Category: Analysis

The Instrument Builders Project was a collaborative initiative that ran from 2010-2014 and involved Australian and Indonesian artists from a diversity of practices and backgrounds. Program co-curator Kristi Monfries reflects on the role of collaboration and experimentation in the artistic process.

The shocking gang-rape and murder of a 14-year-old girl in Bengkulu has galvanised the Indonesian public. PhD candidate Hannah Loney looks at the case and how Indonesian feminists and activists used online spaces to draw critical attention to the issue of sexual violence in the country.

In February, President Joko Widodo passed a regulation aimed at accelerating the implementation of the One Map policy, which is designed to harmonise all sectoral maps from government agencies into a single map to prevent overlapping claims to land. But as Nanang Indra Kurniawan writes, unless customary claims to land are included, the process is bound to fail.

Jokowi was produced by a decentralised democratic system in which negotiation, including with oligarchs, was necessary for advancement. But now that he is president, he finds that he has nothing to bargain with except his personal popularity. As Professor Vedi Hadiz writes, negotiating with oligarchy may end up eroding the popularity Jokowi needs to negotiate with them in the first place.

On 18-19 April, Indonesia held an unprecedented national symposium to discuss the violence of 1965, involving victims, activists, and government and military officials. Associate Professor Katharine McGregor and Dr Jemma Purdey present a detailed analysis of last week’s events.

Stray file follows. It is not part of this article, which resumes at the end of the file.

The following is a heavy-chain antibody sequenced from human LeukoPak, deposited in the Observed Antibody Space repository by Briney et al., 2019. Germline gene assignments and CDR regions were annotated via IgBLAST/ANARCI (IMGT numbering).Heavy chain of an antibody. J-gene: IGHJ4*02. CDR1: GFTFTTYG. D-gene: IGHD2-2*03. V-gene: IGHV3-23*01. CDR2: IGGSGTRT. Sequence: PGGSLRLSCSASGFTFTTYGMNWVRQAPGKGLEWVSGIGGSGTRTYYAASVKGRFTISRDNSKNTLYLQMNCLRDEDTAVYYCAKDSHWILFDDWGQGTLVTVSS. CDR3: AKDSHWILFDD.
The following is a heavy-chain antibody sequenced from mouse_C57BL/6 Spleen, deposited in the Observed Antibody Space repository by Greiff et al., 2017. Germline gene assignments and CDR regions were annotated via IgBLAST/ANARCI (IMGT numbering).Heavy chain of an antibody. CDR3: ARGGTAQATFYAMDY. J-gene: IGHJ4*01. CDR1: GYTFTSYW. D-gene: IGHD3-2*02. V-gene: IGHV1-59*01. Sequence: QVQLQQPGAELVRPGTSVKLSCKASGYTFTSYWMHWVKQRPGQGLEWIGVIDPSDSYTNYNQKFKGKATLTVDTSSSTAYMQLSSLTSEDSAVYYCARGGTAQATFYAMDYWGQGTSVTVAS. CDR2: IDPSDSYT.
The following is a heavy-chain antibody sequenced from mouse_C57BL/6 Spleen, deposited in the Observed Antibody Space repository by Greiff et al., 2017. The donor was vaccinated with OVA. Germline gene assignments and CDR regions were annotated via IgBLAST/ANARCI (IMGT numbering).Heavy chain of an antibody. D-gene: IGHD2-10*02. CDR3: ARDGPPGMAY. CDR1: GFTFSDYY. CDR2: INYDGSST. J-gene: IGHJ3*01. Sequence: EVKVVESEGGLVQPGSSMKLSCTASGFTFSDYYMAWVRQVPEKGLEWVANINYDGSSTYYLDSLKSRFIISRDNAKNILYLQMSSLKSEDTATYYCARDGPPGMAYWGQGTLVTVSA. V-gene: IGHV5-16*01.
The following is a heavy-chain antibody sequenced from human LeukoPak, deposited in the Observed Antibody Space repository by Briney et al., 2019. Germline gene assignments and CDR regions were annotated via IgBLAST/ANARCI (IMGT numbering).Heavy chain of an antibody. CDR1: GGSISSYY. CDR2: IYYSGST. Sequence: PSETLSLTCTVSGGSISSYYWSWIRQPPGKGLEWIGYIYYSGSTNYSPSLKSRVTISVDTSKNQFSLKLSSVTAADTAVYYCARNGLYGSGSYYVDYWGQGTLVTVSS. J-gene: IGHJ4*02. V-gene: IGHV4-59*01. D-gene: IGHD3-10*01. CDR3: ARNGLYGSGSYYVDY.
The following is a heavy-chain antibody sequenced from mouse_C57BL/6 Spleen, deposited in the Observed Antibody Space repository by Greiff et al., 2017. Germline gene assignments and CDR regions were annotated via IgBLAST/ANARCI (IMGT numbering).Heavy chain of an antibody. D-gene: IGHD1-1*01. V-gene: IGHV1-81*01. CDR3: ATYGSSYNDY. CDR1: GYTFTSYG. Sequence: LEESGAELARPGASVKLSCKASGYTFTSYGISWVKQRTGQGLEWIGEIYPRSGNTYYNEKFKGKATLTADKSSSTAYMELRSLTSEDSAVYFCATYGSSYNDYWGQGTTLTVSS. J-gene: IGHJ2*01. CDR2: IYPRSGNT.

Nine women from Central Java captured the nation’s attention last week when they encased their feet in cement blocks and demanded to meet President Joko Widodo. Hendri Yulius writes that despite the subordination of women in Indonesian society, women and mothers have on several occasions been key drivers of social change.

After weeks of speculation, the Prosperous Justice Party (PKS) confirmed in early April that it had dismissed outspoken lawmaker Fahri Hamzah. PhD candidate Luqman-nul Hakim looks at the broader political implications of the move and what it means for PKS’s position in the Red and White Coalition (KMP).

This year has seen an escalation of tensions in Poso, Central Sulawesi, and the government has vowed to continue its security operation in the region until it captures the country’s most-wanted terrorist, Santoso. Adriany Badrah, director of the Celebes Institute, examines the impacts of these prolonged security operations in Poso and the poor decisions that have allowed violence to continue.

The Indonesian Broadcasting Commission (KPI) issued a circular in February preventing television stations from broadcasting programs depicting “feminine” men. Hani Yulindrasari writes that not only does this circular ignore the reality of gender diversity in Indonesia but also contributes to a potentially damaging and toxic version of masculinity.

In May 2015, Indonesia agreed to provide temporary shelter for up to 3,500 Rohingya boat people, insisting that they be resettled or repatriated within a year. With this deadline fast approaching, Dr Antje Missbach reports that few have been resettled, and public goodwill is beginning to dry up.

Inequality in Indonesia has reached record levels. What is driving this inequality, and what does Indonesian society look like as a result? Dr Dave McRae explores these issues and more with Dr Matthew Wai-Poi in the latest Talking Indonesia podcast.

Last week, pressure from mass organisations forced the cancellation and relocation of the Belok Kiri Fest, a cultural event that aimed to challenge dominant discourses of Indonesian history. Dr Ken Setiawan writes that the incident is the latest example of the ongoing repression of alternative discourses on leftism and the events of 1965 in democratic Indonesia.